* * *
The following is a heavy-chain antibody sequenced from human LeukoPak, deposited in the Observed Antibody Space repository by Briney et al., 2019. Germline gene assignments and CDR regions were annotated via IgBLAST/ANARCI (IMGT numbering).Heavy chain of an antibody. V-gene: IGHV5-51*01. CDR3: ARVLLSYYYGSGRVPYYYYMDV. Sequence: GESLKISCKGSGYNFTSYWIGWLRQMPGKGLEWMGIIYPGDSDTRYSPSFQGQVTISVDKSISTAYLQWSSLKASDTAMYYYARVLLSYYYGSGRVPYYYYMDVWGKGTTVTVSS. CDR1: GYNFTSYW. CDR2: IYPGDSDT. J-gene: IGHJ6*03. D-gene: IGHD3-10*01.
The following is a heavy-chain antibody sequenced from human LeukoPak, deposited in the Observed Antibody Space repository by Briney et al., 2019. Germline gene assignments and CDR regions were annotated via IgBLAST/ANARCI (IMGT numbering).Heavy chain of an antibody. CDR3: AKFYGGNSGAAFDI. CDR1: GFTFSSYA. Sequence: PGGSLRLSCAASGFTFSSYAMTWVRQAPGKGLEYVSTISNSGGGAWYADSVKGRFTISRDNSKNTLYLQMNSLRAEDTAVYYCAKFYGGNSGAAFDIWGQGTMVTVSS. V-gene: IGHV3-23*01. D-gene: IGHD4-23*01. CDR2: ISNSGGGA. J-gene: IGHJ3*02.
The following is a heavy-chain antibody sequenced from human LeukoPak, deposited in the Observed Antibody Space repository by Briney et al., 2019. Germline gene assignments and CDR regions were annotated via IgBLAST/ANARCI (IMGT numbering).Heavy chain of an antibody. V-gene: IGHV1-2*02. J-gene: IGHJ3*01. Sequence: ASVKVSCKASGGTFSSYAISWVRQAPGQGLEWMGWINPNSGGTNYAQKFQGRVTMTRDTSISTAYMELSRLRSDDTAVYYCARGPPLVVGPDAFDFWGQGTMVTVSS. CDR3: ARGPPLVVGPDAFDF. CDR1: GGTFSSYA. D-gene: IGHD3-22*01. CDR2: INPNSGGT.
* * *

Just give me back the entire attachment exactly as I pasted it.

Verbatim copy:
The following is a heavy-chain antibody sequenced from human LeukoPak, deposited in the Observed Antibody Space repository by Briney et al., 2019. Germline gene assignments and CDR regions were annotated via IgBLAST/ANARCI (IMGT numbering).Heavy chain of an antibody. V-gene: IGHV5-51*01. CDR3: ARVLLSYYYGSGRVPYYYYMDV. Sequence: GESLKISCKGSGYNFTSYWIGWLRQMPGKGLEWMGIIYPGDSDTRYSPSFQGQVTISVDKSISTAYLQWSSLKASDTAMYYYARVLLSYYYGSGRVPYYYYMDVWGKGTTVTVSS. CDR1: GYNFTSYW. CDR2: IYPGDSDT. J-gene: IGHJ6*03. D-gene: IGHD3-10*01.
The following is a heavy-chain antibody sequenced from human LeukoPak, deposited in the Observed Antibody Space repository by Briney et al., 2019. Germline gene assignments and CDR regions were annotated via IgBLAST/ANARCI (IMGT numbering).Heavy chain of an antibody. CDR3: AKFYGGNSGAAFDI. CDR1: GFTFSSYA. Sequence: PGGSLRLSCAASGFTFSSYAMTWVRQAPGKGLEYVSTISNSGGGAWYADSVKGRFTISRDNSKNTLYLQMNSLRAEDTAVYYCAKFYGGNSGAAFDIWGQGTMVTVSS. V-gene: IGHV3-23*01. D-gene: IGHD4-23*01. CDR2: ISNSGGGA. J-gene: IGHJ3*02.
The following is a heavy-chain antibody sequenced from human LeukoPak, deposited in the Observed Antibody Space repository by Briney et al., 2019. Germline gene assignments and CDR regions were annotated via IgBLAST/ANARCI (IMGT numbering).Heavy chain of an antibody. V-gene: IGHV1-2*02. J-gene: IGHJ3*01. Sequence: ASVKVSCKASGGTFSSYAISWVRQAPGQGLEWMGWINPNSGGTNYAQKFQGRVTMTRDTSISTAYMELSRLRSDDTAVYYCARGPPLVVGPDAFDFWGQGTMVTVSS. CDR3: ARGPPLVVGPDAFDF. CDR1: GGTFSSYA. D-gene: IGHD3-22*01. CDR2: INPNSGGT.